A recent decision by the Maryland Court of Special Appeals establishes a new precedent useful to Maryland Divorce Attorneys in effectively representing clients in the disposition of real property.
In Triantis vs. Triantis, the parties separated after being married for 29 years. They owned real estate, some titled jointly, some separately and some with a third party. They stipulated in their separation agreement that all real estate was to be considered jointly owned, regardless of what was shown on the documents in the land records. They also agreed to reasonable efforts to sell the properties.
“ If the test is not met, the spouse who is not owner of record may be entitled to relief under the Marital Property Act.
One of the parcels was 40 acres that Husband owned jointly with a third party. Four years after the separation agreement was recorded in the land records, the parcel remained unsold. Wife filed a lawsuit in the Circuit for Montgomery County, requesting that the land be sold “in lieu of partition”. The Circuit Court judge rejected her petition without even allowing her a trial on the grounds that she did not have legal title to the land, meaning that her former Husband and a third party, not Wife were on the deed.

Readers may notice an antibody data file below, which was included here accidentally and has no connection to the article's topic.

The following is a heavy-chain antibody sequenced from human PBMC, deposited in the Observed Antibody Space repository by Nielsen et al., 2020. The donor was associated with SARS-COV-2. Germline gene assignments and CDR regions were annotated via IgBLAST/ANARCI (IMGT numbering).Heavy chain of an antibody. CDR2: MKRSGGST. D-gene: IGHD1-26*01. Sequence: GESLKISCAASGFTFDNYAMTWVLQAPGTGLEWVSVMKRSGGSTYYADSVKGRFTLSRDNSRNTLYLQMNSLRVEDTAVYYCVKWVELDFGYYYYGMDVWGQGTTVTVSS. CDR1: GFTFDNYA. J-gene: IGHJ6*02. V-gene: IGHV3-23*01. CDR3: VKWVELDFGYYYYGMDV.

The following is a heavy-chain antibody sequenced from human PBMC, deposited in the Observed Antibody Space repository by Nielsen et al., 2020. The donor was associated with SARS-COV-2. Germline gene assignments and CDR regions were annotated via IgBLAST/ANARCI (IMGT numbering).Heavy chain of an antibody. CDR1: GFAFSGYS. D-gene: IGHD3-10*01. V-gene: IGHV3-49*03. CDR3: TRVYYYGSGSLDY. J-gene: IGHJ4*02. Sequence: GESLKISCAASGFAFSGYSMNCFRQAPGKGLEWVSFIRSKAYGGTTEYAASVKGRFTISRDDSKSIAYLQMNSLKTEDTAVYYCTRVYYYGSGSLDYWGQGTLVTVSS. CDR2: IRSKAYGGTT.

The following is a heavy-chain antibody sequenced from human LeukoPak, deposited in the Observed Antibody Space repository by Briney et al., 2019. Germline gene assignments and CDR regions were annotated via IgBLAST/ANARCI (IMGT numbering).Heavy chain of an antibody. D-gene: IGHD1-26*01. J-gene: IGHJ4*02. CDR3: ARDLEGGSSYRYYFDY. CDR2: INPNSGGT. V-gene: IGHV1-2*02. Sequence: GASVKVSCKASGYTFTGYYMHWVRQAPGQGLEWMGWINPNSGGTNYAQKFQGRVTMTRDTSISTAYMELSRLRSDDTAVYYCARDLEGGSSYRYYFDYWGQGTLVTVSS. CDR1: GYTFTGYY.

On appeal, the decision was reversed. The Court of Special Appeals ruled that if wife held a concurrent equitable interest in the land that was fully vested she would be entitled to an order of sale pursuant to section 14-107 of the Real Property Article. The Court sent the case back to the trial judge to determine if wife’s equitable interest was fully vested.
This opinion illustrates how complex property disposition can become in divorce. It requires a three step analysis in cases involving property owned by one spouse with a third party: (1) if spouse does not hold record title, does that spouse hold a concurrent equitable interest, (2) is that equitable interest of a type that authorizes an order of partition under section 14-107 and (3) is that equitable interest fully vested? If so, spouse is entitled to an order of sale.
If the three part test is not met, the spouse who is not record owner may be entitled to other relief under the Marital Property Act but would not be entitled to force the sale of the property.